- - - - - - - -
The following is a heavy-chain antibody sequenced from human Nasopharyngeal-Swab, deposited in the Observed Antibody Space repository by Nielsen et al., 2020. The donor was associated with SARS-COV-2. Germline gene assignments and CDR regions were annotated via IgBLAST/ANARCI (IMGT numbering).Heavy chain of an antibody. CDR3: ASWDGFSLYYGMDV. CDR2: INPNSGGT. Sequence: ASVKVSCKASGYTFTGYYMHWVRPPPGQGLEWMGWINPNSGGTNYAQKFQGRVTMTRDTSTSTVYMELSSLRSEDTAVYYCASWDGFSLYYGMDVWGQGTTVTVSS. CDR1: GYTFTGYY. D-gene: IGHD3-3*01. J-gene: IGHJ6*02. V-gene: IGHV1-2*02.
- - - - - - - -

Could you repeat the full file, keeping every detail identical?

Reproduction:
The following is a heavy-chain antibody sequenced from human Nasopharyngeal-Swab, deposited in the Observed Antibody Space repository by Nielsen et al., 2020. The donor was associated with SARS-COV-2. Germline gene assignments and CDR regions were annotated via IgBLAST/ANARCI (IMGT numbering).Heavy chain of an antibody. CDR3: ASWDGFSLYYGMDV. CDR2: INPNSGGT. Sequence: ASVKVSCKASGYTFTGYYMHWVRPPPGQGLEWMGWINPNSGGTNYAQKFQGRVTMTRDTSTSTVYMELSSLRSEDTAVYYCASWDGFSLYYGMDVWGQGTTVTVSS. CDR1: GYTFTGYY. D-gene: IGHD3-3*01. J-gene: IGHJ6*02. V-gene: IGHV1-2*02.